Mom shows up with the usual bag of groceries – coffee creamer, toilet paper and packaged lunch meat. What every single woman lives on. I lead her into the kitchen where I set the bag down. We settle into my small but adorable living room, sip flavored coffee and catch up on the latest family gossip. My cousin is unwed and knocked up, she says, with a gleen in her eye, thankful it isn’t one of her kids.
Eventually she asks how my “event planning” job is progressing. Will they offer me a full-time job so I can get health insurance? She says women my age need breast exams and colonoscopies, and I agree. But they won’t be offering any health care because I don’t work for the event planning company. Never did.
There was no easy way to say it, so I blurted it out, “Mom, I’ve been growing pot for a while, and I’m really happy. Cannabis saves lives, and I only work with the best dispensaries. I really don’t think you should have a problem with it. And I’m really, really happy.” Her eyes pop and she starts shaking her head, “No you don’t, don’t be silly. It’s illegal. You could go to jail.”
Denial, then Worry. This is mom’s standard MO.
I gently try to remind her that her own mother grew a few plants between rows of corn for her son, my uncle, mom’s baby brother. He’s a hippie from the old days and the first person to offer me a joint when I was 13, which I fearfully turned down. Uncle Fred still comes over every few months to help me with the physically demanding parts of my grow room – hauling organic soil, transplanting plants, and then later in the season to harvest, and even lend a hand at the tedious work of trimming our pretty buds. These days, I’m the one offering the joints. It’s in our blood, mom.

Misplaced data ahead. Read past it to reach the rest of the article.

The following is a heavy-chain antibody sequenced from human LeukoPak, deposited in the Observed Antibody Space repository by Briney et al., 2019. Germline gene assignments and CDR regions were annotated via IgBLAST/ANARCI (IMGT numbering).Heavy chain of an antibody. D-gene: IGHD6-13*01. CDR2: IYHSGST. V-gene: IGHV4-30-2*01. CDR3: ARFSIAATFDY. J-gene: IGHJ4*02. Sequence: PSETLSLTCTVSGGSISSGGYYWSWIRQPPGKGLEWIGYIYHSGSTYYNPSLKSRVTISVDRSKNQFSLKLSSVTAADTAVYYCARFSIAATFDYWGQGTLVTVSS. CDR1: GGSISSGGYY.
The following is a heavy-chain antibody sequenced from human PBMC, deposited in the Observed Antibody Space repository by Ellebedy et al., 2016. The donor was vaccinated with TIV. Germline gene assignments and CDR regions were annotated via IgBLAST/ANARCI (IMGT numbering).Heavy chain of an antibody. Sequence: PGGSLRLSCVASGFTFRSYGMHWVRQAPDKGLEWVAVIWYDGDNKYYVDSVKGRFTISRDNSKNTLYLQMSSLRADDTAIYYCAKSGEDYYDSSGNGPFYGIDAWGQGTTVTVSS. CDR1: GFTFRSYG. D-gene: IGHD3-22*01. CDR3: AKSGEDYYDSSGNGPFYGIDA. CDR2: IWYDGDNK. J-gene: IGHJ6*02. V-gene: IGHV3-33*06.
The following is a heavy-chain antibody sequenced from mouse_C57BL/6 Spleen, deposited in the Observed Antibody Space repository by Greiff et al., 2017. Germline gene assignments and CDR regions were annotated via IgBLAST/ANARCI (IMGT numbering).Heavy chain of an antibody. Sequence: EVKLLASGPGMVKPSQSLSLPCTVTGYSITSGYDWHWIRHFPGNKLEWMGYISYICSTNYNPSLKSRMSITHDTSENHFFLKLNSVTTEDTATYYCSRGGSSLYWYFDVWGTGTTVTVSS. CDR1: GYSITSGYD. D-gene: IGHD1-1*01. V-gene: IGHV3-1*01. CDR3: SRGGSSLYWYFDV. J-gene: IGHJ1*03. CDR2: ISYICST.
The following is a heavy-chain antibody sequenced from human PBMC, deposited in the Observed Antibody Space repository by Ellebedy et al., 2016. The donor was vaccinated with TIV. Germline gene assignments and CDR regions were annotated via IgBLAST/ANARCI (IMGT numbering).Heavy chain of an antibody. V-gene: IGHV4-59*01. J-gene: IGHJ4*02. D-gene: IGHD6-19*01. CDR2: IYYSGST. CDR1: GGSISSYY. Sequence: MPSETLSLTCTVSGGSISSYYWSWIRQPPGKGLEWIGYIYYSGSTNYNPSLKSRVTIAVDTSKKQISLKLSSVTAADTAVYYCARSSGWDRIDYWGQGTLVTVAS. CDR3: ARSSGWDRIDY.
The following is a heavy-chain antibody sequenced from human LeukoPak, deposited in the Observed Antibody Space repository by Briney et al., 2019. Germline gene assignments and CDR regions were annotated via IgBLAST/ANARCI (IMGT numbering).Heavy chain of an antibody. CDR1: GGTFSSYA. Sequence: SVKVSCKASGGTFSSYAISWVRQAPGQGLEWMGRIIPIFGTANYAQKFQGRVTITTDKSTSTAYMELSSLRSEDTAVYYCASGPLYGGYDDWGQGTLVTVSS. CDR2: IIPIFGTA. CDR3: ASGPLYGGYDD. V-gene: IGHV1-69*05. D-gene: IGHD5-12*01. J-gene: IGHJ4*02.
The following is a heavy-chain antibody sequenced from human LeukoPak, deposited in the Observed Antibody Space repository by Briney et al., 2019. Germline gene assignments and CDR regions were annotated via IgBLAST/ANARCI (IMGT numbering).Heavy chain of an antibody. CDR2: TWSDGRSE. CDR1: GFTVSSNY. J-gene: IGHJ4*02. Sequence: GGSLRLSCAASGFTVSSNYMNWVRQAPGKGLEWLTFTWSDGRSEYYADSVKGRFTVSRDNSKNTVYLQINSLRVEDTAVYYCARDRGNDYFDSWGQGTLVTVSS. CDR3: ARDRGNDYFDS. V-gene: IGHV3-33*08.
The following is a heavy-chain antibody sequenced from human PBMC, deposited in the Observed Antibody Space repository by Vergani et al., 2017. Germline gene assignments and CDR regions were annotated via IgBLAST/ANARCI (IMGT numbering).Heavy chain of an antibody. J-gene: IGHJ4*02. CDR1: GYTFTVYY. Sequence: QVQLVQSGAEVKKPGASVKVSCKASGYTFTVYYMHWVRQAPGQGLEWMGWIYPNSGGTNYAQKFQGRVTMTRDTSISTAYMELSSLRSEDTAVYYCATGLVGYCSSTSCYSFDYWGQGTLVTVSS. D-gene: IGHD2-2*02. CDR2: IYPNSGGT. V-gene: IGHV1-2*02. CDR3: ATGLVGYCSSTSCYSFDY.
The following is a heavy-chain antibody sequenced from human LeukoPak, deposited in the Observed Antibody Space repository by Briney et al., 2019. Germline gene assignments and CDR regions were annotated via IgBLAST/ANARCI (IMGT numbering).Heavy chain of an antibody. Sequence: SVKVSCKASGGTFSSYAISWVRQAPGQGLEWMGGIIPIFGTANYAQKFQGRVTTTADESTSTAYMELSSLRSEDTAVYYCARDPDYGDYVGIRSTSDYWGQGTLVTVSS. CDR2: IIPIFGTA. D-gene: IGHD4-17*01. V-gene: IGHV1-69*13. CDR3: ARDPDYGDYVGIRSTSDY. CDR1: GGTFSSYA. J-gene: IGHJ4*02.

I guide mom down the stairs and through the visqueen barrier into Eve’s Garden. It’s just too overwhelming for her — all the bright lights and wavy sea of green, fans blowing, scent wafting. She shakes her head and whispers, “We should get out of here,” like the walls are bugged. I try to reassure her by showing her the patient recommendations on my wall, and the advanced security system I had installed last week. I then passionately explain how cannabis alleviates pain and suffering, and has cured hundreds-if-not-thousands of people of their cancer tumors. Not realizing my own fervor pitch, I end up nearly screaming: “CANNABIS SAVES LIVES, mom!” I pause and watch for her reaction. She has clearly heard me this time, and this makes me feel better. I take a breath and start to relax a bit. At last she says, “Well, at least you’re paying your bills,” like that’s the only thing that matters. That I can take care of myself.
I assume that’s what every parent wants – to know that their kid won’t end up back on their doorstep once they’ve retired to Arizona and life is finally getting good. Still, she can’t get out of the grow room fast enough, demanding that I never mention this to my affable aunt, who will unwittingly leak it to my mom’s husband, who will surely divorce her, jeopardizing the retired future she’s worked so hard to obtain. OMG what would all her republican friends think?
Sorry mom, I can’t guarantee that people won’t find out. In fact, I would love to scream it to the world that I love weed! But I’ve just left the pot closet, and it’s baby steps into this wild wild world of weed, as the Empress of Hempress.